Ian Frazierís 500-page reflection on Siberia is wonderfully engaging. Take a moment to realize how unlikely that sentence sounds. He accomplishes this in two ways. The first is that he is genuinely excited about getting to know Siberia. There is a truly enchanting passage during the winter road trip when, in the midst of an interminable drive on a bad road, a Russian sable starts running alongside the vehicle. Frazier had been hoping to spot one of these rare, beautiful, and emblematic animals, and when he does he starts jumping up and down in his seat and shouting. His fellow passengers, all Russians who routinely find Siberian drives a lot less lyrical than Frazier does, watch him with enormous, generous grins on their faces.
A dose of childlike wonder never hurt any book, but itís not Frazierís modus operandi. In fact, the second reason his book succeeds so grandly is his ability to shift easily among all the conventional conceits of travel writing, each showing off another of his writerly gifts.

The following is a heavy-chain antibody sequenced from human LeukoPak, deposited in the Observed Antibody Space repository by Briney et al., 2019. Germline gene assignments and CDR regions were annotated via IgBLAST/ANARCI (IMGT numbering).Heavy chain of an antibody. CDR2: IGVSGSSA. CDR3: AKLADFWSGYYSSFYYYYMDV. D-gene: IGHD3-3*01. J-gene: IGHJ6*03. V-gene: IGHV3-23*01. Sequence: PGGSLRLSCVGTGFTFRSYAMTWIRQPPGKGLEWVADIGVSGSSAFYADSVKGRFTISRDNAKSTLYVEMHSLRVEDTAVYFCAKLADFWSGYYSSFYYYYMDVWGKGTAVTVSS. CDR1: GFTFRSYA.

Here, he pulls off the wry, pithy observation of an outsider:
"Bugs are just part of the Siberian situation, as inescapable as distance and monotony."
Here, a spot-on character portrait of his native companion, tour guide, and nemesis, Sergei:
"By this time my anger was fading and I was recalling his good qualities -- his all-around competence, his occasional sweetness, his love of adventure, his toughness."
Here, a funny, self-deprecating portrait of himself as a bumbling American:
"...I was still in the Belovs' vestibule trying to pull on my extreme-cold Frankenstein boots. I just could not get them on. I fell over onto the cement floor in the attempt, but kept on pulling. Sveta came out while I was doing that, and she looked down at me in surprise. I guess that's not how Russians put their boots on."